The OilArm uses a much-tested electro-optical sensing system to measure the concentration of oil in water. A 3ml sample is drawn by a piston into a small glass chamber. A tiny light source shines through one wall of the chamber to two photodetectors on the other side. Any oil suspended in the sample absorbs light. The decrease in light transmission is measured by one photodetector, and the forward scattered light preferentially induced by oil is measured by the other photodetector, which is shielded from directly viewing the light source by an occluding rod. An electronic circuit algebraically combines the intensity on the two photodetectors to yield a measure of the concentration of oil. The dual approach minimizes interference from suspended solids or air bubbles. Water temperature and oil composition do not affect the reading.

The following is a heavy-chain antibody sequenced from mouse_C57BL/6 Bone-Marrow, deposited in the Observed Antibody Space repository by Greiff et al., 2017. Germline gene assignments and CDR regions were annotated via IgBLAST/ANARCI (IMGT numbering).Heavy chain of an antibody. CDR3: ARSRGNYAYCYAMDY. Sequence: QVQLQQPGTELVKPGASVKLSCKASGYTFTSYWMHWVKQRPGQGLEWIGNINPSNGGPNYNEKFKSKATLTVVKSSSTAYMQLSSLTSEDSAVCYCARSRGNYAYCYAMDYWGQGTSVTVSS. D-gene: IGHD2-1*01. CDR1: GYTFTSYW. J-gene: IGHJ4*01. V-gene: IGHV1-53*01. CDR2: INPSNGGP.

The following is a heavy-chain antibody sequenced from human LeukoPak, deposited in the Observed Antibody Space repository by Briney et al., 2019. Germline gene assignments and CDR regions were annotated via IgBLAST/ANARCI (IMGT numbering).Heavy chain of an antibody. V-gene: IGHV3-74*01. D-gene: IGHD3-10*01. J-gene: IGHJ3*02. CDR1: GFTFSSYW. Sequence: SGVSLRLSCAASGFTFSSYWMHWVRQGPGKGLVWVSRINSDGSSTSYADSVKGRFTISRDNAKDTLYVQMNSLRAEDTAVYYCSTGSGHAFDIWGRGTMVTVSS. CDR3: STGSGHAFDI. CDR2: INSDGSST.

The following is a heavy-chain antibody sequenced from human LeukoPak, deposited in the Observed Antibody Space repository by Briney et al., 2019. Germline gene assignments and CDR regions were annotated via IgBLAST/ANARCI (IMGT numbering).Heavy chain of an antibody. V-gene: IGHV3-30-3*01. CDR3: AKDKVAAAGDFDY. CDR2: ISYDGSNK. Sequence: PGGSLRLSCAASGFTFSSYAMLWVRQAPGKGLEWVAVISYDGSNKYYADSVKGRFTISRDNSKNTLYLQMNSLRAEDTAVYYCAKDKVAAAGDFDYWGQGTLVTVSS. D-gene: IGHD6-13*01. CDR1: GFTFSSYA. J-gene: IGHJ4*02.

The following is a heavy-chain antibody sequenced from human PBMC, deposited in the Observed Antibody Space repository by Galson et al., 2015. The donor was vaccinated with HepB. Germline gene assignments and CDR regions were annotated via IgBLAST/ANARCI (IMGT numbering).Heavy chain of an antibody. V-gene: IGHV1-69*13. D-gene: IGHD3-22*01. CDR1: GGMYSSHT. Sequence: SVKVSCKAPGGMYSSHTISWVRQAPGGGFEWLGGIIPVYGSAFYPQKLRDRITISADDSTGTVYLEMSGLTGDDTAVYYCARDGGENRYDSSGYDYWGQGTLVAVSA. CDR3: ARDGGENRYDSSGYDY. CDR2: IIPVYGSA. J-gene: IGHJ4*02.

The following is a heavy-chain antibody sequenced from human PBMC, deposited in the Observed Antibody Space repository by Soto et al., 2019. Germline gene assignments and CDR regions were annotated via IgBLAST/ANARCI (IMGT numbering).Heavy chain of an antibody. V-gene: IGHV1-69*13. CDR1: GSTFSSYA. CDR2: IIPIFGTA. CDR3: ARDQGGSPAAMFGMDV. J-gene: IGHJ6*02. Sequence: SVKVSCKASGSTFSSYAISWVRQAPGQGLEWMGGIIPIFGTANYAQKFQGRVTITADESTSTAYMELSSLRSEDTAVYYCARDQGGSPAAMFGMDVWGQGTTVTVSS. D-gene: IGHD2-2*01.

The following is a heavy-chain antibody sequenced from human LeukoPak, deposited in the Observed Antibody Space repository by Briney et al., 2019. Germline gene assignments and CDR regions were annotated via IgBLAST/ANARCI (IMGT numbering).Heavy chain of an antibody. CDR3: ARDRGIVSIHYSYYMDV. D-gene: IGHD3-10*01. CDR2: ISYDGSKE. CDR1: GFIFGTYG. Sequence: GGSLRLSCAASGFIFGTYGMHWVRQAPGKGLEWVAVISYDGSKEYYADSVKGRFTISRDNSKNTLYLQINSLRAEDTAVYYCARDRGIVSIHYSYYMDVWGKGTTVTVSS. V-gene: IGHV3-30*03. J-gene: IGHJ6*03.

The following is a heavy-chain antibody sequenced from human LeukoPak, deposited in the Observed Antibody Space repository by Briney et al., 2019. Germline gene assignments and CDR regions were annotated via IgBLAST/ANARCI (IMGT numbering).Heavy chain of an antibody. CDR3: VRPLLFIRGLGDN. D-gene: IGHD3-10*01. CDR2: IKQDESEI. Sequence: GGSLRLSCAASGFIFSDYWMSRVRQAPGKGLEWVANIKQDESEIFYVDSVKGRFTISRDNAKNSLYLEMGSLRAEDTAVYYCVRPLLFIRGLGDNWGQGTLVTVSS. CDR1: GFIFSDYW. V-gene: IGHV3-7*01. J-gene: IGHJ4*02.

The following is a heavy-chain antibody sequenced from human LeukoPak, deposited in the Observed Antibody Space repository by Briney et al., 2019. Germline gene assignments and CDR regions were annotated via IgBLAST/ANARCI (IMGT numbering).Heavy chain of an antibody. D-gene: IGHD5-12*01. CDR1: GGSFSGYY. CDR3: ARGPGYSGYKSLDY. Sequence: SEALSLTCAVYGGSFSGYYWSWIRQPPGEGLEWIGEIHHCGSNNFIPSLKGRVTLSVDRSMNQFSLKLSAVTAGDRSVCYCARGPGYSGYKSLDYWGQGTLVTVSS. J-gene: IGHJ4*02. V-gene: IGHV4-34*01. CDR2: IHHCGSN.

Installation is easy and inexpensive. The sampling end of the sensor is inserted 6 to 12 mm into the stream to be sampled. The sensor is held in place by a 150lb Navy or optional ANSI 4-hole flange.